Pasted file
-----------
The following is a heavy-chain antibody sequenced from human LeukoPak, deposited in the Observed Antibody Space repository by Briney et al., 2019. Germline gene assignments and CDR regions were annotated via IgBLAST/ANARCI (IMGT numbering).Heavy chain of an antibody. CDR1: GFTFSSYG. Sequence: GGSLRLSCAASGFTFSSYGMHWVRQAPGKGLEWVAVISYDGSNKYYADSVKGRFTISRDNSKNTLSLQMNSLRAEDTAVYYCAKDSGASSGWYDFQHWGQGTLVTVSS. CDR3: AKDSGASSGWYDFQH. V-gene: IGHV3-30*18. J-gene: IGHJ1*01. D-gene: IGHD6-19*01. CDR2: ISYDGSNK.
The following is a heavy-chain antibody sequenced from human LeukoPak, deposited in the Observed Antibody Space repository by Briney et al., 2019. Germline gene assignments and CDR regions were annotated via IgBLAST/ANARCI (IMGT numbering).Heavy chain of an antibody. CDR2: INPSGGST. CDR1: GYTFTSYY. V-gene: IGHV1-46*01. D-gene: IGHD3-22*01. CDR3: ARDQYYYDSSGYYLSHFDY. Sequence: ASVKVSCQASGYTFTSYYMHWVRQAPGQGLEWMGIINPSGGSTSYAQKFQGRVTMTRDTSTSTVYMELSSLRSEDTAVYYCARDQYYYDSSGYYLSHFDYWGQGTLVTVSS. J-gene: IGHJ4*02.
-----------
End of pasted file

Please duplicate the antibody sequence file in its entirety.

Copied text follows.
The following is a heavy-chain antibody sequenced from human LeukoPak, deposited in the Observed Antibody Space repository by Briney et al., 2019. Germline gene assignments and CDR regions were annotated via IgBLAST/ANARCI (IMGT numbering).Heavy chain of an antibody. CDR1: GFTFSSYG. Sequence: GGSLRLSCAASGFTFSSYGMHWVRQAPGKGLEWVAVISYDGSNKYYADSVKGRFTISRDNSKNTLSLQMNSLRAEDTAVYYCAKDSGASSGWYDFQHWGQGTLVTVSS. CDR3: AKDSGASSGWYDFQH. V-gene: IGHV3-30*18. J-gene: IGHJ1*01. D-gene: IGHD6-19*01. CDR2: ISYDGSNK.
The following is a heavy-chain antibody sequenced from human LeukoPak, deposited in the Observed Antibody Space repository by Briney et al., 2019. Germline gene assignments and CDR regions were annotated via IgBLAST/ANARCI (IMGT numbering).Heavy chain of an antibody. CDR2: INPSGGST. CDR1: GYTFTSYY. V-gene: IGHV1-46*01. D-gene: IGHD3-22*01. CDR3: ARDQYYYDSSGYYLSHFDY. Sequence: ASVKVSCQASGYTFTSYYMHWVRQAPGQGLEWMGIINPSGGSTSYAQKFQGRVTMTRDTSTSTVYMELSSLRSEDTAVYYCARDQYYYDSSGYYLSHFDYWGQGTLVTVSS. J-gene: IGHJ4*02.